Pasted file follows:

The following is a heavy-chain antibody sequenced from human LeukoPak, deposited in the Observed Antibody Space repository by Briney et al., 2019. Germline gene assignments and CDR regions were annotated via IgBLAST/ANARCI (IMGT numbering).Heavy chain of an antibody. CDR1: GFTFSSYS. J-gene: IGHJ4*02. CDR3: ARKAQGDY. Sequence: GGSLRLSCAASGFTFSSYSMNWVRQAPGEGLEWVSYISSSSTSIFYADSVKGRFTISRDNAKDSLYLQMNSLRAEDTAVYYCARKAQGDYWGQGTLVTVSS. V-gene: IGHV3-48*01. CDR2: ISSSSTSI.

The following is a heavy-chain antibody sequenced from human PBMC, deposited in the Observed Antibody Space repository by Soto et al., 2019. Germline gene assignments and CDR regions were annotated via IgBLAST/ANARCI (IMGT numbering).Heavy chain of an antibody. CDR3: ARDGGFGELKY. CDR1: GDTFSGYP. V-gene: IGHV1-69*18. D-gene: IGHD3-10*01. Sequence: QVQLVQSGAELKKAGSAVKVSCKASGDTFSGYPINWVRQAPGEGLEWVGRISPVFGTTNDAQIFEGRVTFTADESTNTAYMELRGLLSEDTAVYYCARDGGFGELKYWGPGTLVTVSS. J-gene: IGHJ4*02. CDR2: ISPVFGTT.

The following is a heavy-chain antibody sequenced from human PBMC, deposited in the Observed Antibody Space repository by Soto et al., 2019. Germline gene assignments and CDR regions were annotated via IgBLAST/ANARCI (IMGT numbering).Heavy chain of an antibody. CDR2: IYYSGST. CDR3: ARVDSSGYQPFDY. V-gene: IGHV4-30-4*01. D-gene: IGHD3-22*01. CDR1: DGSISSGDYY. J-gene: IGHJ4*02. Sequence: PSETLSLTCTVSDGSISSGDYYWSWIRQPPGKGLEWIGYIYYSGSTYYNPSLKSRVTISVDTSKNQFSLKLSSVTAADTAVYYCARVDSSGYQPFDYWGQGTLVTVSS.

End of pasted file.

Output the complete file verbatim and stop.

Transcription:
The following is a heavy-chain antibody sequenced from human LeukoPak, deposited in the Observed Antibody Space repository by Briney et al., 2019. Germline gene assignments and CDR regions were annotated via IgBLAST/ANARCI (IMGT numbering).Heavy chain of an antibody. CDR1: GFTFSSYS. J-gene: IGHJ4*02. CDR3: ARKAQGDY. Sequence: GGSLRLSCAASGFTFSSYSMNWVRQAPGEGLEWVSYISSSSTSIFYADSVKGRFTISRDNAKDSLYLQMNSLRAEDTAVYYCARKAQGDYWGQGTLVTVSS. V-gene: IGHV3-48*01. CDR2: ISSSSTSI.

The following is a heavy-chain antibody sequenced from human PBMC, deposited in the Observed Antibody Space repository by Soto et al., 2019. Germline gene assignments and CDR regions were annotated via IgBLAST/ANARCI (IMGT numbering).Heavy chain of an antibody. CDR3: ARDGGFGELKY. CDR1: GDTFSGYP. V-gene: IGHV1-69*18. D-gene: IGHD3-10*01. Sequence: QVQLVQSGAELKKAGSAVKVSCKASGDTFSGYPINWVRQAPGEGLEWVGRISPVFGTTNDAQIFEGRVTFTADESTNTAYMELRGLLSEDTAVYYCARDGGFGELKYWGPGTLVTVSS. J-gene: IGHJ4*02. CDR2: ISPVFGTT.

The following is a heavy-chain antibody sequenced from human PBMC, deposited in the Observed Antibody Space repository by Soto et al., 2019. Germline gene assignments and CDR regions were annotated via IgBLAST/ANARCI (IMGT numbering).Heavy chain of an antibody. CDR2: IYYSGST. CDR3: ARVDSSGYQPFDY. V-gene: IGHV4-30-4*01. D-gene: IGHD3-22*01. CDR1: DGSISSGDYY. J-gene: IGHJ4*02. Sequence: PSETLSLTCTVSDGSISSGDYYWSWIRQPPGKGLEWIGYIYYSGSTYYNPSLKSRVTISVDTSKNQFSLKLSSVTAADTAVYYCARVDSSGYQPFDYWGQGTLVTVSS.